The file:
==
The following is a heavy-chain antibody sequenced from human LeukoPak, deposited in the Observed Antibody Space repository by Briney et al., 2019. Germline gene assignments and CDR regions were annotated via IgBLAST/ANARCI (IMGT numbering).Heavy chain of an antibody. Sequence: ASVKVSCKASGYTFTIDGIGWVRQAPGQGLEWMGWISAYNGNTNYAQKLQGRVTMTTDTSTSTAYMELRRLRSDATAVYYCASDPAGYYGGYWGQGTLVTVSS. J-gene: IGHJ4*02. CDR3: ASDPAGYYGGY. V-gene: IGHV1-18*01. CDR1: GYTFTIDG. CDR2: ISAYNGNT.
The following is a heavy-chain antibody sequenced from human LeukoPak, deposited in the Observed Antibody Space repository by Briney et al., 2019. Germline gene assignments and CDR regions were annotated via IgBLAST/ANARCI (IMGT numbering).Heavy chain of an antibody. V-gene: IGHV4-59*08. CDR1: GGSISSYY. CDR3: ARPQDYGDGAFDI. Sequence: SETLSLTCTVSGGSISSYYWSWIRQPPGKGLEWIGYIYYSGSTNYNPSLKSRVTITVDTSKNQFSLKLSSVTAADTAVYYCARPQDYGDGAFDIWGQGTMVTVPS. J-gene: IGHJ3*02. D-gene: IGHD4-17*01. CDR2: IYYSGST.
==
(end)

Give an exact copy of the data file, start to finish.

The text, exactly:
The following is a heavy-chain antibody sequenced from human LeukoPak, deposited in the Observed Antibody Space repository by Briney et al., 2019. Germline gene assignments and CDR regions were annotated via IgBLAST/ANARCI (IMGT numbering).Heavy chain of an antibody. Sequence: ASVKVSCKASGYTFTIDGIGWVRQAPGQGLEWMGWISAYNGNTNYAQKLQGRVTMTTDTSTSTAYMELRRLRSDATAVYYCASDPAGYYGGYWGQGTLVTVSS. J-gene: IGHJ4*02. CDR3: ASDPAGYYGGY. V-gene: IGHV1-18*01. CDR1: GYTFTIDG. CDR2: ISAYNGNT.
The following is a heavy-chain antibody sequenced from human LeukoPak, deposited in the Observed Antibody Space repository by Briney et al., 2019. Germline gene assignments and CDR regions were annotated via IgBLAST/ANARCI (IMGT numbering).Heavy chain of an antibody. V-gene: IGHV4-59*08. CDR1: GGSISSYY. CDR3: ARPQDYGDGAFDI. Sequence: SETLSLTCTVSGGSISSYYWSWIRQPPGKGLEWIGYIYYSGSTNYNPSLKSRVTITVDTSKNQFSLKLSSVTAADTAVYYCARPQDYGDGAFDIWGQGTMVTVPS. J-gene: IGHJ3*02. D-gene: IGHD4-17*01. CDR2: IYYSGST.